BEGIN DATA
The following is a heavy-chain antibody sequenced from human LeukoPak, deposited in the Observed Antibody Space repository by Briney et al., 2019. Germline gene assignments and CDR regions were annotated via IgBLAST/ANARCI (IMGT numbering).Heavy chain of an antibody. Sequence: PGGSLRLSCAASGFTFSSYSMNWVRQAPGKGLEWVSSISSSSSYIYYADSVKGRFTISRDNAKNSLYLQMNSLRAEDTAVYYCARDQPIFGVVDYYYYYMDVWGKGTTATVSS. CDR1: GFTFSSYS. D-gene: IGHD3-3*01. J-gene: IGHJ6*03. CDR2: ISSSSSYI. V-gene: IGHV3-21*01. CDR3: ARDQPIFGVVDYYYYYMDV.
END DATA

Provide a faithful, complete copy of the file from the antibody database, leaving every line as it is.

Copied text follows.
The following is a heavy-chain antibody sequenced from human LeukoPak, deposited in the Observed Antibody Space repository by Briney et al., 2019. Germline gene assignments and CDR regions were annotated via IgBLAST/ANARCI (IMGT numbering).Heavy chain of an antibody. Sequence: PGGSLRLSCAASGFTFSSYSMNWVRQAPGKGLEWVSSISSSSSYIYYADSVKGRFTISRDNAKNSLYLQMNSLRAEDTAVYYCARDQPIFGVVDYYYYYMDVWGKGTTATVSS. CDR1: GFTFSSYS. D-gene: IGHD3-3*01. J-gene: IGHJ6*03. CDR2: ISSSSSYI. V-gene: IGHV3-21*01. CDR3: ARDQPIFGVVDYYYYYMDV.